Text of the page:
Liberty Secured?: Britain Before and After 1688 (The Making of Modern Freedom Series)
By: J. R. Jones (editor)Hardback
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Historians writing in the nineteenth century about the Revolution of 1688-1689 presented it as an event of central importance in the history not only of Britain but of the whole world. Such an interpretation now seems outdated, and a great deal of attention has been switched to the English revolution of the 1640's and 1650's on the grounds that developments in the earlier period possess much wider and more fundamental significance. The authors of the nine essays in this volume, the second in the series The Making of Modern Freedom, do not claim that the Revolution of 1688-89 in itself constituted an epoch-making event in an unfolding history of progress and freedom. They see the Revolution as a stage - although an important stage with many and long-term effects - in the processes of change that were affecting virtually all aspects of English life in the last decades of the seventeenth century. It marked a conjunction of many trends, changes, and developments in the years before and after 1688. J. R. Jones begins the volume with a comparative examination of English liberties with government depended on representative principles and practice - the Dutch Republic.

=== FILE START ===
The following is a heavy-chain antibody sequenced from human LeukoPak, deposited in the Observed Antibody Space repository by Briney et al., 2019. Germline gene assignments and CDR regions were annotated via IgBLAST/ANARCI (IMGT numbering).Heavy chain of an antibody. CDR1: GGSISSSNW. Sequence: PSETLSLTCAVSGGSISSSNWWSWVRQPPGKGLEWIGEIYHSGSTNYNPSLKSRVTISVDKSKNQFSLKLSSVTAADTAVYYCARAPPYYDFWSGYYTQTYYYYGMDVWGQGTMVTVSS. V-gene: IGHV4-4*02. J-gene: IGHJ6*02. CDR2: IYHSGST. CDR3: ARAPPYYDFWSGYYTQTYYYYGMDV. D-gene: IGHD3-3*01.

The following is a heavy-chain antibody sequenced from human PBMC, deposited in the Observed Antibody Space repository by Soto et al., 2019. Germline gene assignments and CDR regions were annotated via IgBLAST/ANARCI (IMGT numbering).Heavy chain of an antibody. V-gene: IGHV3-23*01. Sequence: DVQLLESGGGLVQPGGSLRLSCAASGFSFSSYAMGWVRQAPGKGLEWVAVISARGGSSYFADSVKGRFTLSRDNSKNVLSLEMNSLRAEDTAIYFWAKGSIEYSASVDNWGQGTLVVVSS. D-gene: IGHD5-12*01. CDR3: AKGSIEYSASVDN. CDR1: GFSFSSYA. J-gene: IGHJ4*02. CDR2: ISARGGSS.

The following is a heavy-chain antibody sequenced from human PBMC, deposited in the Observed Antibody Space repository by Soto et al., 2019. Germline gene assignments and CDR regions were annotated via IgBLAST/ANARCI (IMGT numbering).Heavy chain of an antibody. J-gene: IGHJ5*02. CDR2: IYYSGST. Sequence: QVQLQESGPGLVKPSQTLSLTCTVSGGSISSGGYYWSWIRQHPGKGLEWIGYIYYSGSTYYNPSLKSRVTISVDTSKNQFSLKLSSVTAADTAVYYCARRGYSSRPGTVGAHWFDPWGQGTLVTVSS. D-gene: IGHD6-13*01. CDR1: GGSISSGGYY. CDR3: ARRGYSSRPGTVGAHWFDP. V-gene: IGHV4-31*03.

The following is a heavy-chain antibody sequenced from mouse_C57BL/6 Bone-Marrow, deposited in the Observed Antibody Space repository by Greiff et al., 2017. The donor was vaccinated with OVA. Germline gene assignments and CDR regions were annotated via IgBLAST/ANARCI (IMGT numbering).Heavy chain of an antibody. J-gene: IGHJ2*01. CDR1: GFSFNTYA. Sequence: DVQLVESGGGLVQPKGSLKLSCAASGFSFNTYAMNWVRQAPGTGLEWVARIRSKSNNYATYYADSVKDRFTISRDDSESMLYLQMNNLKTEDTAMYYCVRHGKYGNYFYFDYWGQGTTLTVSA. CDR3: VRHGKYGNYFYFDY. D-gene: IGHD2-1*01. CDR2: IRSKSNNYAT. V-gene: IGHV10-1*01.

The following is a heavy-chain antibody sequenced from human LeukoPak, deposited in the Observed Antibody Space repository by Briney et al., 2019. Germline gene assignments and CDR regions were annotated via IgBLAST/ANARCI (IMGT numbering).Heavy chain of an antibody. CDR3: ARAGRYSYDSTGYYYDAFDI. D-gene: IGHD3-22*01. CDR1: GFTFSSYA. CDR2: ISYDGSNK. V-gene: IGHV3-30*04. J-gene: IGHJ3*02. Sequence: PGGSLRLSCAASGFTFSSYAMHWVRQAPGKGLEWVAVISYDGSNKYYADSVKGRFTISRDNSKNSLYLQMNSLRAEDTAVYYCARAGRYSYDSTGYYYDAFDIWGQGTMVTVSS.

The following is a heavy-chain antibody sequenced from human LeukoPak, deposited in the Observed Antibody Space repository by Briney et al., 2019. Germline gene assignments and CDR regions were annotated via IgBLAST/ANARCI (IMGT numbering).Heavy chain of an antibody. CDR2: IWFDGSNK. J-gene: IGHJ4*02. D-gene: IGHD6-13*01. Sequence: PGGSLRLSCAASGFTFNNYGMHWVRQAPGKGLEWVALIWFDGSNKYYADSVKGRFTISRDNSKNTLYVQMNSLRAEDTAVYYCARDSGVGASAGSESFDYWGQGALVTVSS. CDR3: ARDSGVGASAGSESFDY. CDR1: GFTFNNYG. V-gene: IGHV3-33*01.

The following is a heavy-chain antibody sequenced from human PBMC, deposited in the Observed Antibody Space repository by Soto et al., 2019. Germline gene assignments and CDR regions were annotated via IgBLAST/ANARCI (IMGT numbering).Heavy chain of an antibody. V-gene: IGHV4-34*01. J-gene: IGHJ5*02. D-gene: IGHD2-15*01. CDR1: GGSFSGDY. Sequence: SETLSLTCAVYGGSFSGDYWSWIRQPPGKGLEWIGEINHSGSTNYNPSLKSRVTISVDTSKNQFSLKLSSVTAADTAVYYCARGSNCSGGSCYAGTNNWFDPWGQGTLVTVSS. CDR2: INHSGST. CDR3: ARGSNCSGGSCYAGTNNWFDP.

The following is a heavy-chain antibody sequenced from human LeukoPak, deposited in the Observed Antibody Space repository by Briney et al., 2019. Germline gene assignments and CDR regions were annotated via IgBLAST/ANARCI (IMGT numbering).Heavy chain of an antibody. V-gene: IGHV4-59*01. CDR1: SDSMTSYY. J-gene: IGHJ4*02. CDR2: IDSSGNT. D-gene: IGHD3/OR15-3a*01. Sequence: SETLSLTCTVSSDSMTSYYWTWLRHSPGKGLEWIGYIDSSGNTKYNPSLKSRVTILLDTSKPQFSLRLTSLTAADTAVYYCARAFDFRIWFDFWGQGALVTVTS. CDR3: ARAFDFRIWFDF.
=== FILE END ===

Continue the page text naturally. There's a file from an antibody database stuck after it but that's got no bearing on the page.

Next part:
The next two papers deal with the 1689 convention, summoned to secure liberties and rights which James II had tried to alter. Howard Nenner describes the significant changes in the character (or tenure) of the rights of subjects vis a vis sovereigns, and John Miller shows how in many respects the revolution settlement was a set of compromises that were illogical and, in the view of the radical Whigs, incomplete. Two sets of linked chapters examine areas of life in which the revolution brought no formal securing of rights, freedom of the press and religious liberty. Lois G. Schwoerer considers the attitudes of successive governments toward the press up to the lapsing of the Licensing Act in 1695, and G. C. Gibbs describes what followed this end of prepublication censorship. Gordon J. Schochet reconstructs the intellectual context of the Toleration Act of 1689, and R. K. Webb traces the progress from grudging acceptance of religious diversity to the inauguration of religious liberty in the next century and a half. The final papers explore two other aspects of change during the next century that stemmed from the Revolution.
H enry Horwitz examines modifications in the theory and practice of law, ad Kathleen Wilson analyzes the movements pressing for political reform and the debates that saw the articulation of new concepts of liberty.<
Acknowledgments; Introduction J. R. Jones; 1. The revolution in context J. R. Jones; 2. Crown, parliament, and people John Miller; 3. Liberty, law, and property: the constitution in retrospect from 1689 Howard Nenner; 4. From persecution to 'Toleration' Gordon J. Schochet; 5. From toleration to religious liberty R. K. Webb; 6. Liberty of the press and public opinion: 1660-1695 Lois G. Schwoerer; 7. Press and public opinion: prospective G. C. Gibbs; 8. Liberty, law, and property, 1689-1776 Henry Horwitz; 9. A dissident legacy: eighteenth century popular politics and the glorious revolution Kathleen Wilson; Abbreviations; Notes; Index.
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